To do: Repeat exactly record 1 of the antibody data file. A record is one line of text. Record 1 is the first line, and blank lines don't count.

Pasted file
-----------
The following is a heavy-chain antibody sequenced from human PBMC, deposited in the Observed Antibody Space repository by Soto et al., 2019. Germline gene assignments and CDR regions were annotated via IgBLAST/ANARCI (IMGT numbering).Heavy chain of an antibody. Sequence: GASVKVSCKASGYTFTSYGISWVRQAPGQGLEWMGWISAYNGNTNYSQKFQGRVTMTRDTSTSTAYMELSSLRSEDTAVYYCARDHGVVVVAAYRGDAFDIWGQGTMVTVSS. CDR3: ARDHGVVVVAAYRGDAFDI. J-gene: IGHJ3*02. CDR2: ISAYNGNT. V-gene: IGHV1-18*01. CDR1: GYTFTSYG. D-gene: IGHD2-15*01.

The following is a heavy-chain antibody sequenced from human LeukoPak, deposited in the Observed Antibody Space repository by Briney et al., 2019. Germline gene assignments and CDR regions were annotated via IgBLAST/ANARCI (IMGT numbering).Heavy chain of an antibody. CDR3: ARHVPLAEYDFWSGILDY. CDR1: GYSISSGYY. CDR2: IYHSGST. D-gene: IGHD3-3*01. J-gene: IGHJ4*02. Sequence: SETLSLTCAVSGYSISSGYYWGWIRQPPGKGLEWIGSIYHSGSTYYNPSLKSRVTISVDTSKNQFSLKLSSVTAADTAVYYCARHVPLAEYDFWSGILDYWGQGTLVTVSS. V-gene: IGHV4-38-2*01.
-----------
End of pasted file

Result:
The following is a heavy-chain antibody sequenced from human PBMC, deposited in the Observed Antibody Space repository by Soto et al., 2019. Germline gene assignments and CDR regions were annotated via IgBLAST/ANARCI (IMGT numbering).Heavy chain of an antibody. Sequence: GASVKVSCKASGYTFTSYGISWVRQAPGQGLEWMGWISAYNGNTNYSQKFQGRVTMTRDTSTSTAYMELSSLRSEDTAVYYCARDHGVVVVAAYRGDAFDIWGQGTMVTVSS. CDR3: ARDHGVVVVAAYRGDAFDI. J-gene: IGHJ3*02. CDR2: ISAYNGNT. V-gene: IGHV1-18*01. CDR1: GYTFTSYG. D-gene: IGHD2-15*01.